September 02, 2008 at 7:18 am | | Comments 0

Quick-Hit Trading

Say a friend offered to give you a penny today and then double the money every day for a month. “Gee, thanks” you might say, expecting that to add up to maybe $25 or so.

But that response would make you rather ungrateful considering that you’re looking at more than $10,737,418 by the end of that month. You have a better friend than you thought! As Gary B. Smith once noted, constantly compounding money can bring truly amazing results.

I’m a short-term trader, and I don’t at all mind getting into and out of most positions over the course of just a few days. As a result, it’s only natural that Bandit is the word I use to describe my style. Rather than let long-term themes try to develop, I’m far more interested in compounding my money at a faster rate, making sure it’s doing its job whenever I put it to work. I love to catch the quick-hit moves.

Short or Long (Term)?

My swing trading approach necessitates that I use pretty tight stops to keep my risk in check at all times, so it’s typical that I’m shooting for moves more like 10% than 50 in my trades. I also scale the risk side properly as well, limiting losses on average to 3-4%, as opposed to the 15-25% a longer-term trader might allow.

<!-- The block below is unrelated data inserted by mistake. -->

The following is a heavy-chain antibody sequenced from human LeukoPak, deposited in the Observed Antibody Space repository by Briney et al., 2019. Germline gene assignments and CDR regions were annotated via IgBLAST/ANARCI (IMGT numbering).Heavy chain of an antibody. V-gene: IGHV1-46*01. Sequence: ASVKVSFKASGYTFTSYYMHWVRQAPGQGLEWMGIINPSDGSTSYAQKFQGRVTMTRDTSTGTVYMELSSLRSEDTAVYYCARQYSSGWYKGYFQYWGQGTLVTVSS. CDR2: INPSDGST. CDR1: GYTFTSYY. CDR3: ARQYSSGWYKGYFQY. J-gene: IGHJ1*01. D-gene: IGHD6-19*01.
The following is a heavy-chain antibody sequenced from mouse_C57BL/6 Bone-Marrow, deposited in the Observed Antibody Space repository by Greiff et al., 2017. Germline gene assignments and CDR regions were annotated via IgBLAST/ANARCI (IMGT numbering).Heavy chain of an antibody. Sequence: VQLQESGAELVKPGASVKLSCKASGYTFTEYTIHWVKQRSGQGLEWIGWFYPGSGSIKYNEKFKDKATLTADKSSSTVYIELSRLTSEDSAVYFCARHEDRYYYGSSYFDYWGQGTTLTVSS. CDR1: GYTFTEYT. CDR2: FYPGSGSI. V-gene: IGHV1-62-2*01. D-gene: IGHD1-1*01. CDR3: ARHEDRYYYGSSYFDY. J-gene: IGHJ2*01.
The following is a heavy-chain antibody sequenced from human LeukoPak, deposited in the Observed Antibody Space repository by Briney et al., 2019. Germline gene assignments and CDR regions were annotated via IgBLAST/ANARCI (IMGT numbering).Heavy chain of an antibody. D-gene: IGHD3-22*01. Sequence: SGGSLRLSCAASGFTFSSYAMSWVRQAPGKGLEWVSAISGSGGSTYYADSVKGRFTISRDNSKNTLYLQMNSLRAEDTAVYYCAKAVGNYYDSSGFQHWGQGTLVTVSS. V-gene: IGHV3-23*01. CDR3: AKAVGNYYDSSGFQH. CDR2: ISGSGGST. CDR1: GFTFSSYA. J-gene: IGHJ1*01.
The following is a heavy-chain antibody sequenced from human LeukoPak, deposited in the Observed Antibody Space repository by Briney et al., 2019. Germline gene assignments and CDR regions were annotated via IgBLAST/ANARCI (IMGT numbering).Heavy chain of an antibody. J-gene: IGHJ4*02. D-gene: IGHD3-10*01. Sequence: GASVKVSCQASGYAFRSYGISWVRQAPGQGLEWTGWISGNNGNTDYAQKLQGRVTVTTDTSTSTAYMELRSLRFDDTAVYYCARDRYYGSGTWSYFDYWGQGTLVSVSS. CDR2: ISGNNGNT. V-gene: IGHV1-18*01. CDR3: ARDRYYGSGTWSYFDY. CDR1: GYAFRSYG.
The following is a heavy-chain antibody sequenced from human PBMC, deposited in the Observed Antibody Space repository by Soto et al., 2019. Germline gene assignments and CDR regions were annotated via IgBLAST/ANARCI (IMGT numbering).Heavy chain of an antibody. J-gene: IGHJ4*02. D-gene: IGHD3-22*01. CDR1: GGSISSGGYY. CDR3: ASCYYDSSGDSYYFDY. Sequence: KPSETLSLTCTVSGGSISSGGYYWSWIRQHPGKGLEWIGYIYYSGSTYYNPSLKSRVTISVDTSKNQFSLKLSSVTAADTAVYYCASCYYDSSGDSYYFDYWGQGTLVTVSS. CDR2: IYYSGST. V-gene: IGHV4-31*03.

A true hands-off trend follower might be looking to call the top or the bottom in the overall market or a given sector, but they’re also going to have to endure some difficult times along the way. Whenever their trades go stagnant, they stay with them in hopes they’ll get back on the move. Painful pullbacks and drawdowns must all be endured for the purpose of letting a larger move unfold, and those can often be of the gut-wrenching variety!

Some very successful traders have been longer-term trend followers, and I won’t argue with some of the advantages of that approach. It just isn’t best for me.

Get In, Get Out, Getaway

I don’t mind booking smaller but more frequent gains over the course of a few days. Quick money is fine with me – it adds up more rapidly and I rarely have the patience of a Turtle to stay long or short a stock for more than about 2-3 weeks. I want my money turning over more rapidly, so the tighter stops and narrower targets I tend to use help me to accomplish that.

As traders, every one of us must determine what we want out of the market, and then employ the best approach to get there. Take a closer look at your trading and consider what you want out of it. Consider the holding periods which suit you best – that’s how you’ll know the kind of trading style you ought to have.

From there, continually look to improve your approach over time, getting more and more efficient with your timing, entries and exits. Evaluating your trading for the sake of growth will pay off big, because even the occasional minor change can make a big difference. Review your results regularly, and you’ll start to make out like a Bandit!

Jeff White
President, The Stock Bandit, Inc.
Swing Trading & Day Trading Service

[tags]Stock Market, Day Trading, Stock Trading, Investing, Swing Trading[/tags]

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